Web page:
The DUP and Brexit

 

Sir, – The solution to the question described by Fintan O’Toole about Northern Ireland after Brexit must be found before the nature of the long term UK-EU arrangement is known (“Theresa May faces Irish obstacle on the Brexit tracks”, Opinion & Analysis, June 13th). The best solution would be for Northern Ireland to be in a free trade area with the EU. That would create a “soft” border and allow companies throughout Ireland to trade with the rest of the island (and the EU) substantially as they do today. A group of professors in Queen’s University Belfast has circulated a proposal for Northern Ireland to join the European Economic Area, which would achieve this. The proposal is on the website of the European Policy Centre. Northern Ireland would then remain in the single market. If, as seems likely, the UK ultimately forms a similar free trade area with the EU (so staying in the single market) Northern Ireland would merely have reached the same result sooner. The DUP should understand this, and adopt it as policy. – Yours, etc,

JOHN TEMPLE LANG,

Donnybrook,

Dublin 4.

Sir, – Theresa May’s reported promise “I got us into this mess and I’m going to get us out of it” reminds me of the sometimes quoted line of Will Rogers, “If stupidity got us into this mess, then why can’t it get us out?”– Yours, etc,

JOHN CORRIGAN,

Clonskeagh, Dublin 14.

A chara, – Former British prime minister John Major has said he is dubious about any deal between the Conservatives and the DUP as it risks putting the Northern Ireland peace process at stake given the requirement for the impartiality of the British government under the Belfast Agreement. The European Parliament’s chief Brexit negotiator Guy Verhofstadt also expressed serious concerns for the Belfast Agreement. Our Taoiseach needs to be the voice of the Irish people on this issue and particularly those who live North of the Border. He needs to spell out in no uncertain terms that the Irish Government will step in where the British government fails in its obligations under the Belfast Agreement as co-guarantor. Stability and peace on this island are not guaranteed and Leo Varadkar needs to display strong and stable leadership where his counterpart across the water cannot. – Is mise,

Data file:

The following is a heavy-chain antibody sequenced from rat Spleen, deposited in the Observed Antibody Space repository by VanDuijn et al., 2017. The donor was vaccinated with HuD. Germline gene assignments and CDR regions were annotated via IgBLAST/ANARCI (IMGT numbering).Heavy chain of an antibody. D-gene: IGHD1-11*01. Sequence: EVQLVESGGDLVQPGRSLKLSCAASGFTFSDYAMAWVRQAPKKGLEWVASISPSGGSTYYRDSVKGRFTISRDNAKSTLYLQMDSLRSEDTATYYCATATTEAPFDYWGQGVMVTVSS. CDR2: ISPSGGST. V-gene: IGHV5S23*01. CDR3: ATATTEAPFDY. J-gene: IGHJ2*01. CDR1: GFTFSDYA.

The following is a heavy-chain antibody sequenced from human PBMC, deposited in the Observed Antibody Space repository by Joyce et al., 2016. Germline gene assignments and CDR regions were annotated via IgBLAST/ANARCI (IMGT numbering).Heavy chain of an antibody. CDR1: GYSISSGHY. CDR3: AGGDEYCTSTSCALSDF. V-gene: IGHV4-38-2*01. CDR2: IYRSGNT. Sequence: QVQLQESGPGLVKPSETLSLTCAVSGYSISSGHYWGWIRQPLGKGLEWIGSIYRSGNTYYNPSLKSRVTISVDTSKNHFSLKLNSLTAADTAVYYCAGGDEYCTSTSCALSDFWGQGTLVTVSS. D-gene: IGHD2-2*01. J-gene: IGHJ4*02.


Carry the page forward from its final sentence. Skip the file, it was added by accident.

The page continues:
KILLIAN BRENNAN,

Dublin 17.

Sir, – Pól Ó Muirí’s apparent defence of the DUP’s “morality and principles” fails to convince (“Hysterical reaction of British left to DUP is simplistic and naive”, Opinion & Analysis, June 15th). Because one’s beliefs are grounded in a particular religion and tradition does not render them acceptable or tolerable, per se. While holding office, several of its senior figures attempted to implement the fundamentalist doctrine of “Young Creationism” in the North’s school and university curriculums, and in its museums. This particular belief system eschews centuries of scientific and evolutionary research, in favour of a literal interpretation of the Christian-Judaic “Adam and Eve” story. Centuries ago, Islamic and Judaic scholars turned their backs on this notion. So do the vast majority of Christians today.

Coupled with this is the issue of homophobia and the DUP’s perceived misogynistic and Islamophobic image. There are also two major money-related stories that have not gone away. It is hardly surprising, then, that the broad British electorate (not just leftists and “the media”) are more than a little jumpy at present. Their concerns are real. – Yours, etc,

BILLY FITZPATRICK,

Terenure,

Dublin 6W.